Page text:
Though people will have access to most government records under the proposed freedom of information law, officials aren’t expecting a rush on requests since the legislation itself will make government adapt its practices to more openness.
This was the view expressed by Leader of Government Business Kurt Tibbetts as he discussed the Freedom of Information Bill with residents of Cayman Brac held recently at the Aston Rutty Centre, said a GIS press release.
Mr. Tibbetts said he foresees a transformation in the civil service’s approach to information management and disclosure. ‘Once there is the culture change, that is going to result in less and less requests for information because we will change our way of doing business.’
The district meeting in the Brac to discuss the coming bill marked an end to the first phase of the public consultation exercise. During this phase, Ministers, Members of the Legislative Assembly and key civil servants, along with international FoI consultant Tanya Karlebach, discussed the bill with residents of West Bay, East End, North Side, Bodden Town and George Town. A special session was also organised for all teachers, the release said.
Brackers at Friday’s meeting asked that no public officers be appointed to an appeals tribunal. They reasoned that civil servants should not be deciding on public appeals against the way information requests are handled by fellow government workers.
Consistent with queries at other district meetings, they sought precise definitions for terms such as ‘unreasonable’ and ‘vexatious’ that are used in the bill to describe conditions under which an information request can be denied. Ms Karlebach explained that ‘vexatious’ as referred to in the law meant ‘repetitious’, and that these were common terms in FoI laws. She said that only in extreme circumstances of repetitiveness would they be applied.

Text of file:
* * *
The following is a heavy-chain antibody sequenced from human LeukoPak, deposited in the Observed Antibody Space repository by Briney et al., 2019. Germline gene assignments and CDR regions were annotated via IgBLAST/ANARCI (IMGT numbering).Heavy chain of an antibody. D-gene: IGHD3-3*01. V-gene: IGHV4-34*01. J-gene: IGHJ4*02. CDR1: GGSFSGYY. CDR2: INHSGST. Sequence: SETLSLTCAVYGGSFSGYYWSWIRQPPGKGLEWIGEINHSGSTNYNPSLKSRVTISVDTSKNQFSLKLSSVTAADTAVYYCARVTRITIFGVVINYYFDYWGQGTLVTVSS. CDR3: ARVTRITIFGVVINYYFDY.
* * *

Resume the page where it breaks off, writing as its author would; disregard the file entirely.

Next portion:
One questioner wanted to know whether the FoI law would give civil servants the liberty to applaud politicians at meetings. Mr. Tibbetts explained that this was not governed by the draft FoI law, but agreed that it was relevant. He noted that the pending Personnel Regulations would remedy some of the more unreasonable restrictions placed on civil servants under the General Orders.
The regulations will accompany the Public Service Management Law that was enacted last November but comes into force on 1 July.
Members of the public have until 28 April to suggest changes to or request clarification on the Draft FoI bill.
Mr. Tibbetts encouraged those present at the meeting to make their opinions known either by email to [email protected] or by letter to the Cabinet Office, Government Administration Building, Elgin Avenue George Town.